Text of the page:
The aesthetically challenged world of football
by Robert O’Connor
Football in 2013 looks awfully different to what it did twenty years ago. I’m not talking about the big changes like the way the telly and the agents and the egos have whipped it up into a money-mad frenzy where angels, honour and scruples fear to tread. Nor the way that the cogs turn, or the labourers who are contracted in to jam them into place in exchange for a ha’penny bit and a spam sandwich. Not the fundamentals, rather the superficial bits. The customer-facing accessories that speak to the fashion-conscious, trend-following zealot in us, rather than the socially-aware, economically-savvy critic.
I’m talking about the bits that excite the child in us, rather than what sends heads crashing deeper and deeper into the hitherto unchartered ridges of our palms. The changing aesthetic is, of course, all part of the same process that has seen the game bloat up like some great dead toad as investors and speculators from the four corners of the universe find new holes to jam their money hoses into.
David Silva running rings around a hapless Matthieu Debuchy as Man City woo another thousand or so global disciples and the pre-Enlightenment state of trade union laws in the UAE that has helped the Etihad ‘project’ come to life are really just two side of the same coin – albeit one rather shiner than the other. The re-modelling that has turned the game from something you’d expect to find parked on a shelf between a roll of extension cable and spark plugs in a DIY store in Bolton (circa 1989) into the West End packaged, re-mortgage-your-wife-just-to-afford-the-deposit luxury knick-knack that dominates our attentions today has been a fascinating evolution. Here are some of its more conspicuous features.
Remember when the goal nets were left alone to droop peacefully from their posts, making a soft hypotenuse that bellowed playfully when struck by the ball? At one time it was one of the great international symbols of the game, as recognisable and reproducible as the ball itself, but those indulgent, decadent drapes are long gone now from a game that is all angles and sharp edges.
They can still be found collecting balls in the lower leagues and on Sunday morning kick-abouts, which probably goes a long way towards explaining why the high-end of the game has turned its back on its old friend. The phasing out began in the mid-nineties in the aftermath of the ‘94 World Cup – the first of many Americanisms that would begin re-weaving the domestic game around that time – and the anachronistic triangles disappeared for good from the top-flight when Leicester City’s Filbert Street closed its turnstiles in 2003.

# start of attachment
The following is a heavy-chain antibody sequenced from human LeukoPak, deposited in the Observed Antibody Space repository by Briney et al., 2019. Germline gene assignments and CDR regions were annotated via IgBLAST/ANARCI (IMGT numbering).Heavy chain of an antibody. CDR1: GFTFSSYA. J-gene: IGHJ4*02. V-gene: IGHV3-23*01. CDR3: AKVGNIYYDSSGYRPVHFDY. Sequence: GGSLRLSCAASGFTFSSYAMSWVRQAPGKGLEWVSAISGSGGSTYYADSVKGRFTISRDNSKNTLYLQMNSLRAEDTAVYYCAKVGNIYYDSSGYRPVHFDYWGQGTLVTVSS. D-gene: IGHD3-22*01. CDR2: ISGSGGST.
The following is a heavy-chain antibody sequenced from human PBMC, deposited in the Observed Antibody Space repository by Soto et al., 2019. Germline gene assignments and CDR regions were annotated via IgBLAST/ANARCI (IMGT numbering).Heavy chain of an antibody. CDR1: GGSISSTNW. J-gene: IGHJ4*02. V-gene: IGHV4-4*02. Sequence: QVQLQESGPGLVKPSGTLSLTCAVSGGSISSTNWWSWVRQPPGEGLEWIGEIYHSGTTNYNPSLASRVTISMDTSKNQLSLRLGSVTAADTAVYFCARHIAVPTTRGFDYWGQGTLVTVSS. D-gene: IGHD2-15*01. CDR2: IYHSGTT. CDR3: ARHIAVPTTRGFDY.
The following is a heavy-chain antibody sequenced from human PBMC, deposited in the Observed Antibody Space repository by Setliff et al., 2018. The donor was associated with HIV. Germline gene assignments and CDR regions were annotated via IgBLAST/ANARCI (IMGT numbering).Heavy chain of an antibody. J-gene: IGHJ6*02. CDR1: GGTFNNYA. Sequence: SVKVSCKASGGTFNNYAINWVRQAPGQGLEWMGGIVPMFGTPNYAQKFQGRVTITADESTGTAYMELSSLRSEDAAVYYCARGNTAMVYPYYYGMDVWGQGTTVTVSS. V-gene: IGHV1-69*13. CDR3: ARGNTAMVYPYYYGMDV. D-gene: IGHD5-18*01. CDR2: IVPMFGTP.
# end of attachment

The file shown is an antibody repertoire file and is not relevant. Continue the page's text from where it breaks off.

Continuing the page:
There are fewer and fewer of them around in the Football League these days – on a recent trip to Wingate and Finchley I found even the nets in the sixth tier hanging to attention from those pointy iron gallows behind the goal – and those that are still clinging to the past (looking at you Walsall’s Bescot Stadium) look like they’re doing just that.
It was one of the more minor points of detail when the Premier League farted into life in 1992 that each player would have a squad number, to borrow protocol from the NFL. A year down the line having made precisely zero impact on anybody’s experience of the new league we were treated to players’ surnames glued on clumsily in block lettering so thick it looked as if it doubled the weight of the shirts.
Looking back it was the first in a long line of steps that leached the idea of the individual out of the collective team effort and the cult of the personality by which the Premier League is trademarked can probably be traced back to this act of perpetual self-promotion. Much like the big square nets the big square names added nothing besides one more thing for spectators to notice besides the actual football taking place. The league and its media partners have been adding relentlessly to this list ever since.
With all the money and energy that presumably goes into designing football strips (I say presumably. The Stoke City away kit looks like it’s been stolen from a survivor of a food fight in a nuclear waste facility) it seems self-defeating to then allow players free-reign to accessorize them with ghastly glowing footwear that looks like it’s been pulled out of a clothes bank in the seventies.
There was a time when a pair of white boots on a pitch would have had audiences cooing at the sheer ostentatious whimsy of their presence. I know, because I was there and I cooed. But before this becomes a ‘what’s hot and what’s not’ of sartorial sport, suffice to say this: white goes with anything.
If Yeovil Town are playing Blackpool the green and orange melange will be offset by a palatable, neutral white boot. When Stewart Nelson steps out in his all red Gillingham goalkeeper’s kit offset with neon green shoes he looks like he’s been emptied out of the stomach pump bag after a long Saturday night in A&E.
Are football club groundsmen trying to communicate something to us in code? Something at once sensitive and urgent enough that it must be wrapped up in an Enigma-defying tapestry of carefully and confusingly groomed football pitches?
I was at Molinuex last weekend and I felt throughout that the immaculate weaving that had taken place among the blades was itching to reveal a secret locked in so tightly even the man with the keys to the lawnmower knew of no way in. The truth is out there and only the football pitches have heard it. I can think of no other explanation.
Image: Flickr / laffy4kTags: Blackpool, Championship, Leicester City, Manchester City, Premier League, Stoke City
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